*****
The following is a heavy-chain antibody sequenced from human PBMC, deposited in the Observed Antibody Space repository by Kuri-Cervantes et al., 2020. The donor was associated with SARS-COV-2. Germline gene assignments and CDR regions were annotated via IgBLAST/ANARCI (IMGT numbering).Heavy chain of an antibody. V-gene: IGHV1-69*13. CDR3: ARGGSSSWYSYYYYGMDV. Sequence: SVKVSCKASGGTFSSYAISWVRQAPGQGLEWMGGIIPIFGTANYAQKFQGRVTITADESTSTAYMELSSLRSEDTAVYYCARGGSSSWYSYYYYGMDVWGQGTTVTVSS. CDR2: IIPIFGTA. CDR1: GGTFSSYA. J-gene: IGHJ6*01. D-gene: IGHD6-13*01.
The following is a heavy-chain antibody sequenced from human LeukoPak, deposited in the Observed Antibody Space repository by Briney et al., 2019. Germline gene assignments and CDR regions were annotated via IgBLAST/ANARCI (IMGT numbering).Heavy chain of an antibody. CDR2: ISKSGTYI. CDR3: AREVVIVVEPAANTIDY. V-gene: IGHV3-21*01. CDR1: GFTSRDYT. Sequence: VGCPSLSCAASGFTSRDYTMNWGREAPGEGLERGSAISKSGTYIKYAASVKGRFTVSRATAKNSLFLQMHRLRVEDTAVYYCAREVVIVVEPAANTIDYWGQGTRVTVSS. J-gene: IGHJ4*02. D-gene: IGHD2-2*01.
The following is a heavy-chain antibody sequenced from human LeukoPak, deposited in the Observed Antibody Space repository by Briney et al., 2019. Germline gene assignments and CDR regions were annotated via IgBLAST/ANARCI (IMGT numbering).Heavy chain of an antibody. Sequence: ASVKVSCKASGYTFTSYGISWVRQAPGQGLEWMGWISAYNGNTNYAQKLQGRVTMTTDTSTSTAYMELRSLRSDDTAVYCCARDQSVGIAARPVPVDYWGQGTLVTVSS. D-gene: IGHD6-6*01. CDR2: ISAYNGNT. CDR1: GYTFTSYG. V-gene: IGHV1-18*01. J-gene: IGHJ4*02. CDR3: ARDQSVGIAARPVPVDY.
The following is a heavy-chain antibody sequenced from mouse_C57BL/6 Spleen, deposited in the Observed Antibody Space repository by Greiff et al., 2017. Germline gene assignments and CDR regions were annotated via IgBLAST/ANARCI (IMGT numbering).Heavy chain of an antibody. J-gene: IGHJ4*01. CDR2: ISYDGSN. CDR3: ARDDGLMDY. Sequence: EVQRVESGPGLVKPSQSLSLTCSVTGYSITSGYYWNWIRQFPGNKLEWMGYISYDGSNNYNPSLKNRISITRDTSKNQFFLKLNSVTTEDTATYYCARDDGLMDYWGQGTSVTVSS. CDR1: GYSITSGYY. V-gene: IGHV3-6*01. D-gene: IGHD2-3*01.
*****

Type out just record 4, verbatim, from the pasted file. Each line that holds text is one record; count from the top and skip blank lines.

The following is a heavy-chain antibody sequenced from mouse_C57BL/6 Spleen, deposited in the Observed Antibody Space repository by Greiff et al., 2017. Germline gene assignments and CDR regions were annotated via IgBLAST/ANARCI (IMGT numbering).Heavy chain of an antibody. J-gene: IGHJ4*01. CDR2: ISYDGSN. CDR3: ARDDGLMDY. Sequence: EVQRVESGPGLVKPSQSLSLTCSVTGYSITSGYYWNWIRQFPGNKLEWMGYISYDGSNNYNPSLKNRISITRDTSKNQFFLKLNSVTTEDTATYYCARDDGLMDYWGQGTSVTVSS. CDR1: GYSITSGYY. V-gene: IGHV3-6*01. D-gene: IGHD2-3*01.